Ingenious way to take your Power Automate error handling to the next level


Power Automate have built in features to handle errors and exceptions. So every flow you create, should be setup in a way where you place all your flow actions in a scope. By configuring your flow this way you can setup another action after the scope which will only run when any action in the scope fails, and thus send out a notification to the appropriate person. This use of Try-Catch blocks for error handling is the standard method in numerous programming languages, and for a detailed walk-through on this specific subject in Power Automate you can check out this guide.

This setup is good for quickly letting the right people know when something goes wrong, but if you’re dealing with lots of flows or logic apps, you might need better control over your error handling. So in order to achieve that, I will take this practice a couple of steps further. This is achieved through creating a couple of simple tables in Dataverse or SharePoint and integrating those with the PowerApps- and Automate. So, let’s take a more detailed look at a solution that makes this possible.

The initial table acts as a flow monitoring log and includes the following columns:

When a flow runs fails, the following action will be the first action in our Catch/Error handling scope, which adds a new row to the above table:

In the first column we set the flow name with the following expression:
workflow()?[‘Tags’]?[‘flowdisplayname’]

Thereafter we set an Error category, I will come back to this later but it’s essentially to be able to configure who’s getting the notification from another source than what’s configured in each flow. Also, it let’s you more easily send the notification out to a group of people.

In the next column we set a value for the error message, here you can use this expression: actions(‘XMLconvert’).error.message to add the error message to the table. Note, you can only reference one action at the time, so this is only usable if one specific action is prone to failing.

Next, we add the link to the specific flow run which have failed. Power Automate have a straight forward way of building the links for each flow run. It’s https://make.powerautomate.com/environments/”environementId”/flows/”flowId”/runs/”runId”.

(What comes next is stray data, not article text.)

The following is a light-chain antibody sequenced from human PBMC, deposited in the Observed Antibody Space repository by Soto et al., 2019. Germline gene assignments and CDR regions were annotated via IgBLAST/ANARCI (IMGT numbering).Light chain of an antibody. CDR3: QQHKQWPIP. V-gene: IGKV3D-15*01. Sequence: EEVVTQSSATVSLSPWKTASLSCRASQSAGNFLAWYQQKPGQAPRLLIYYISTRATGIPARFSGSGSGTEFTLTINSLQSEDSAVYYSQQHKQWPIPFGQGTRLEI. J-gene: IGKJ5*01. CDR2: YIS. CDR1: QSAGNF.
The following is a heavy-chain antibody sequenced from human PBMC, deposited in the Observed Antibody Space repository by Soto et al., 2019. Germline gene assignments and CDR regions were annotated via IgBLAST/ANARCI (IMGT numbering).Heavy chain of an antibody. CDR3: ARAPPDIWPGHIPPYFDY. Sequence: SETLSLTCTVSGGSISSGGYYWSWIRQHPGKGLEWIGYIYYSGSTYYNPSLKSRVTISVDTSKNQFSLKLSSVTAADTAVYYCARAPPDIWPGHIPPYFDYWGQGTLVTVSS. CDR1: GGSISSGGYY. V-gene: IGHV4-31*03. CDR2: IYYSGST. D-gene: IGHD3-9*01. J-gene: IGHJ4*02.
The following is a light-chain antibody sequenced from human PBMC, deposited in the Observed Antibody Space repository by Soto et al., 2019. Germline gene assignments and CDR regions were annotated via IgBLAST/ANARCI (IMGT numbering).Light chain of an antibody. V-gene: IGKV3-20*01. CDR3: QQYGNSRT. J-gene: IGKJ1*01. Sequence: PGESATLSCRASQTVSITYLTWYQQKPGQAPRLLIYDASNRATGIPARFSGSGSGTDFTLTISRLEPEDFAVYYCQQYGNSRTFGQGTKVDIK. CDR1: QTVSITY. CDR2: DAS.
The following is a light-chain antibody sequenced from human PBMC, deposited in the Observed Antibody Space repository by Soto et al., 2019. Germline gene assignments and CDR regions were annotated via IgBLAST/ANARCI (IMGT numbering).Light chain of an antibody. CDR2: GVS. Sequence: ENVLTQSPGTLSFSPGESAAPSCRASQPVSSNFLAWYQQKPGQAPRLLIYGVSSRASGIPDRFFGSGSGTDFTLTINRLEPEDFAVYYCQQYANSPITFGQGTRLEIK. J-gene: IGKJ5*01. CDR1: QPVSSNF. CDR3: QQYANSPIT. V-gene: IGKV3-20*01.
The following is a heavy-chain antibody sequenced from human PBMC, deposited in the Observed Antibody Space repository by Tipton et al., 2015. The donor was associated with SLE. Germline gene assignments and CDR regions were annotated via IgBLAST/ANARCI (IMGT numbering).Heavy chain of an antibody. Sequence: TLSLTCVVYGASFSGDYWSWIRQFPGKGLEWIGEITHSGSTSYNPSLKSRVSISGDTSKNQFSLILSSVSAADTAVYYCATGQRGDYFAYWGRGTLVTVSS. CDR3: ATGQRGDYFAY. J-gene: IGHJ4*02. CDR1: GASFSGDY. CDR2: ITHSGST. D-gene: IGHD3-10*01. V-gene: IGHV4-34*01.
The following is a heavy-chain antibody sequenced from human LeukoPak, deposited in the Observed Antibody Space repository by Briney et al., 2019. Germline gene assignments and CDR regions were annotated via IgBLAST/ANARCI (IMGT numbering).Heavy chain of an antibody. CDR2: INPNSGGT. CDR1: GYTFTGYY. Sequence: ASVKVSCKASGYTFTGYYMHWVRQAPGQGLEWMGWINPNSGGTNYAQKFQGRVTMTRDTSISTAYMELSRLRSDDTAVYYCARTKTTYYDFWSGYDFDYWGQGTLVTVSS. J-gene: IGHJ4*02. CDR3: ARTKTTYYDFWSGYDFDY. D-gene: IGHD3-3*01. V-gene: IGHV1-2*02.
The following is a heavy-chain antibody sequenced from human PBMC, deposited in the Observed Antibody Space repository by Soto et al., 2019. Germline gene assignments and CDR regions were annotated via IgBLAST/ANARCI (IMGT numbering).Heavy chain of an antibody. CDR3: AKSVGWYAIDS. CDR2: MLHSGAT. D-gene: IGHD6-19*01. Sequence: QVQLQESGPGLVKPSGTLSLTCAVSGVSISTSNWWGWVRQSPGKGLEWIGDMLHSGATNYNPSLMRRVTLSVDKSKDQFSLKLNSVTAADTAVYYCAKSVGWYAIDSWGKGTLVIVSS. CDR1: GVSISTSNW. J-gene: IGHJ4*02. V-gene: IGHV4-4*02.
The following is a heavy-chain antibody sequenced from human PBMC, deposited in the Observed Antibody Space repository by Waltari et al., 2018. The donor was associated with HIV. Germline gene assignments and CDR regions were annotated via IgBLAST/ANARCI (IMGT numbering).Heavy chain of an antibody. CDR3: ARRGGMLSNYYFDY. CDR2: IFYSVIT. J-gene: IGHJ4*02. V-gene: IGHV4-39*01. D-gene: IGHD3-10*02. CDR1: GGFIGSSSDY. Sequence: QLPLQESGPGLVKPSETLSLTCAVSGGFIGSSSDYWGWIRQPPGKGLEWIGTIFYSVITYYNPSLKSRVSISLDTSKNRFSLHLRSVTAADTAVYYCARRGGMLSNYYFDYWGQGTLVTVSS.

Then the code for this will be as follows (which can be pasted directly into an action):

https://make.powerautomate.com/environments/@{workflow()[‘tags’]?[‘environmentName’]}/flows/@{workflow()[‘tags’]?[‘logicAppName’]}/runs/@{workflow()?[‘run’]?[‘Name’]}

The last value in this table will be the runtime of the flow.

The second table looks like this and is quite straight forward. It has the all the users who will receive an email when a flow in a specific (or all) category fails.


So, the 2nd and last action in the error handling scope is then to send out an email to every person within the category of the specific flow run, like this:


Once we’ve configured our flows like this, we can add an application to manage both of these tables. To achieve this I’m using Powerapps.

I’ve put together a simple app that shows errors for certain time periods. Additionally, I’m highlighting which categories of flow runs have seen the highest number of failures lately.

Once I click on one of these sections an overview will popup, which shows the failed flow runs displayed in a gallery, filtered on the specific time period I selected.

You can configure the gallery the way you like, but in my case I’ve added the possibility to sort the flow runs by category. I’ve also implemented the possibility to open a new tab with the specific failed flow run. Here I use the launch function in PowerApps in the OnSelect property of an Icon:

Finally, by selecting ‘configure’ on the home screen of my app, I can set up the email alert configuration. Here I use the Office365Users standard connector, to search through users in my organization, mark them with the category of flows they should recieve a notification from, and add them to the email error table mentioned above.



In conclusion, the configuration we’ve discussed is straightforward yet significantly enhances your overview of failed flow runs within your organization. This approach is ideally suited for those with numerous flows in operation, yet its simplicity allows for easy implementation in any context. While the Power Platform Admin Center environment overview offers some analytics, it lacks the centralized capabilities for managing email alerts. With the method outlined here, you also gain direct links to failed flow runs, the ability to categorize these runs for group email notifications, and the option to log error messages. It also let you view historical data beyond the typical 30-day limit and is not locked behind admin privileges.